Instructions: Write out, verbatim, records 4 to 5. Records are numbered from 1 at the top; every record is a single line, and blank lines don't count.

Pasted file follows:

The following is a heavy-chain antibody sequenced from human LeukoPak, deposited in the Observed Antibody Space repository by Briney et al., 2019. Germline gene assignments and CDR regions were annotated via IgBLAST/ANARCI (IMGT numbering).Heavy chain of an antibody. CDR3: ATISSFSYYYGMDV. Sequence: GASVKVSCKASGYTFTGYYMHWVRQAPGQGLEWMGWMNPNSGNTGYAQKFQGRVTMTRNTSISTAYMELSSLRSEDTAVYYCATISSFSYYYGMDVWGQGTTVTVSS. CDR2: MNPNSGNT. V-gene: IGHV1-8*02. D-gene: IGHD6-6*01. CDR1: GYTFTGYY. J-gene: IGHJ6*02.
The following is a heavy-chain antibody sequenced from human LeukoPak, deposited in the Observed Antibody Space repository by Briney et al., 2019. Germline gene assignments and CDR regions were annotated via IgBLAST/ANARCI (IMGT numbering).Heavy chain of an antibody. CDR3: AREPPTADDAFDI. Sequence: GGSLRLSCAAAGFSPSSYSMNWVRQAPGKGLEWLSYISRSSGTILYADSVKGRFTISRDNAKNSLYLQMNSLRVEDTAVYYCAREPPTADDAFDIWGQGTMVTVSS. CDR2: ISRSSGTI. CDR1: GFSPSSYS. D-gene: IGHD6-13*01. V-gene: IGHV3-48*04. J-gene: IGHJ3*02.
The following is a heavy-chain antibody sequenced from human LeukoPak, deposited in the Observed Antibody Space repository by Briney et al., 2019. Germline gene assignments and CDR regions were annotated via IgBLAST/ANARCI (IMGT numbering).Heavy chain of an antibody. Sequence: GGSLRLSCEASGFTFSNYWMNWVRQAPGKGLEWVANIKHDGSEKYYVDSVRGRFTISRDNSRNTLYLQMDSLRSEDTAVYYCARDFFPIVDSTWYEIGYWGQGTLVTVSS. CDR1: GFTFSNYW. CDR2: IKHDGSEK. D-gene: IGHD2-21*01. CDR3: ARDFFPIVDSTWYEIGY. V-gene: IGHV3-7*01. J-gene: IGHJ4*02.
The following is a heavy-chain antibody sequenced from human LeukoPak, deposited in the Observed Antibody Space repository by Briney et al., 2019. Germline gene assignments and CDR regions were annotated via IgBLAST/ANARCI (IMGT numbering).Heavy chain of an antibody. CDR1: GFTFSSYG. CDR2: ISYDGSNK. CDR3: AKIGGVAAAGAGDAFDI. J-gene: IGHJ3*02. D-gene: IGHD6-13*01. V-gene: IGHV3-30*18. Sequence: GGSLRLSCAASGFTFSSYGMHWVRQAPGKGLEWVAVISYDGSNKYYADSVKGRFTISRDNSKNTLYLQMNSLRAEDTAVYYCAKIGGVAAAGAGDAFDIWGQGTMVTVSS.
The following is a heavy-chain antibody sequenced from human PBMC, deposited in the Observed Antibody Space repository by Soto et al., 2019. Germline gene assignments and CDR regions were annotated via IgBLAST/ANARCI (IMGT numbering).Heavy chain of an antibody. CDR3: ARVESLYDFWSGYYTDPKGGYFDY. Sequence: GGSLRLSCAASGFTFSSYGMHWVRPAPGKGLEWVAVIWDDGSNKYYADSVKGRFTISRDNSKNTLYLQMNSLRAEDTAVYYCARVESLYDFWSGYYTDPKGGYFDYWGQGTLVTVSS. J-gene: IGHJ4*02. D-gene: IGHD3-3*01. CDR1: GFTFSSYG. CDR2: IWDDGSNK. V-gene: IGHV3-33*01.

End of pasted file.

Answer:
The following is a heavy-chain antibody sequenced from human LeukoPak, deposited in the Observed Antibody Space repository by Briney et al., 2019. Germline gene assignments and CDR regions were annotated via IgBLAST/ANARCI (IMGT numbering).Heavy chain of an antibody. CDR1: GFTFSSYG. CDR2: ISYDGSNK. CDR3: AKIGGVAAAGAGDAFDI. J-gene: IGHJ3*02. D-gene: IGHD6-13*01. V-gene: IGHV3-30*18. Sequence: GGSLRLSCAASGFTFSSYGMHWVRQAPGKGLEWVAVISYDGSNKYYADSVKGRFTISRDNSKNTLYLQMNSLRAEDTAVYYCAKIGGVAAAGAGDAFDIWGQGTMVTVSS.
The following is a heavy-chain antibody sequenced from human PBMC, deposited in the Observed Antibody Space repository by Soto et al., 2019. Germline gene assignments and CDR regions were annotated via IgBLAST/ANARCI (IMGT numbering).Heavy chain of an antibody. CDR3: ARVESLYDFWSGYYTDPKGGYFDY. Sequence: GGSLRLSCAASGFTFSSYGMHWVRPAPGKGLEWVAVIWDDGSNKYYADSVKGRFTISRDNSKNTLYLQMNSLRAEDTAVYYCARVESLYDFWSGYYTDPKGGYFDYWGQGTLVTVSS. J-gene: IGHJ4*02. D-gene: IGHD3-3*01. CDR1: GFTFSSYG. CDR2: IWDDGSNK. V-gene: IGHV3-33*01.